Valentine’s Day? No big deal


Hearts, hearts everywhere (on campus): Blue sky, hibachi heart, green grass (courtesy of Milagros Acebal)

Sometimes the build up to Valentine’s Day is bigger than the actual day itself. While Hallmark and florists make the most of the holiday, plenty of folks see it as nothing special.

“It’s just another day for me,” said international relations senior Amanda Perez. Single, she planned to travel to Washington, D.C., on Feb. 14 to look at graduate schools. Originally from Puerto Rico, she said that back home the day is more about friendship and family rather than romantic love. “When I got [to South Florida], I was confused that Valentine’s Day was mainly just for couples.”

Biochemistry sophomore Anthony Membreno likewise will not be spending time with a significant other. Instead he will enjoy the company of his best friend. “We’ll probably go to Small Tea and hang out,” he said. It’s likely for the best as he recalls his track record on Valentine’s Day is not great: In middle school he delivered a heart-shaped note to his crush in which he explained that things weren’t working out.

Biology freshman Ameenah Aljabry had a similar Valentine’s Day experience—only it was her boyfriend who put the brakes on the relationship with a text. Lucky for her, that bad memory could well be replaced with a good one this year as she has a new boyfriend and can’t wait to see what he has planned.

Women’s studies senior Nelly Fairfoot will help out at a drag show called Queen of Hearts that an LGBTQ group is staging on campus. He is pretty neutral about the Valentine’s Day hoopla.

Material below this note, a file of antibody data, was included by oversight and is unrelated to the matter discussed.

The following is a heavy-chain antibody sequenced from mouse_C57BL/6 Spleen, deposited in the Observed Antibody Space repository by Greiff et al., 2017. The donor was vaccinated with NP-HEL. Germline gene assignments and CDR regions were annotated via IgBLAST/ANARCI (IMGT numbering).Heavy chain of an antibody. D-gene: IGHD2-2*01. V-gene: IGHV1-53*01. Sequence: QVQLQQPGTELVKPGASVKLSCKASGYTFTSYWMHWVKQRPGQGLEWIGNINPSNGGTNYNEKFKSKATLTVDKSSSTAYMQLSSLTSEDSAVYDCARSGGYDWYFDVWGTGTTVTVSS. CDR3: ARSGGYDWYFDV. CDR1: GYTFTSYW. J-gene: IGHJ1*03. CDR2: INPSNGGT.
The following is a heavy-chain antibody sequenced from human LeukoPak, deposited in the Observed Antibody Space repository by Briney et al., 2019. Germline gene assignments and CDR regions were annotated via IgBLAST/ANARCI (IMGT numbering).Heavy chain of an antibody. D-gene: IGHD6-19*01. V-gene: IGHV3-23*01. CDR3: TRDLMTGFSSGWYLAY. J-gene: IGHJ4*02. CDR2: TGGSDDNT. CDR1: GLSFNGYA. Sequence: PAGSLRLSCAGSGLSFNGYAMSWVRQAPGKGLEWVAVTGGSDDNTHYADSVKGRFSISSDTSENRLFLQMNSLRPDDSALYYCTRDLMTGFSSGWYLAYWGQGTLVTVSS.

“It can be good if you’re in a relationship,” he said. “Besides that, I think, objectively, the whole thing is a day for companies to sell you candy.”

Computer science sophomore Kevin Roque had no romantic evening on tap either. “I’m not really focused on relationships or anything like that,” he said. “I don’t see it as a priority.”

Sophomore psychology major Ali Hayes said that Valentine’s taking place on a Thursday meant that her classes, including a lab section that doesn’t end until 8 p.m., will put a crimp in the festivities. Instead of the whole nine yards, “We’re just going to do something light tonight and probably celebrate on the weekend,” she explained. Her idea of light: baking cupcakes with her boyfriend while he whips up a steak—not too shabby for a school night.

Construction management freshman Mark Fabian, a proponent of not overspending to show one’s love, got a bit cagey when asked about his holiday plans. He said he will have dinner with his special someone at Shake Shack and looked forward to “seeing where the night goes.”

Fine. Just don’t tell your mother.

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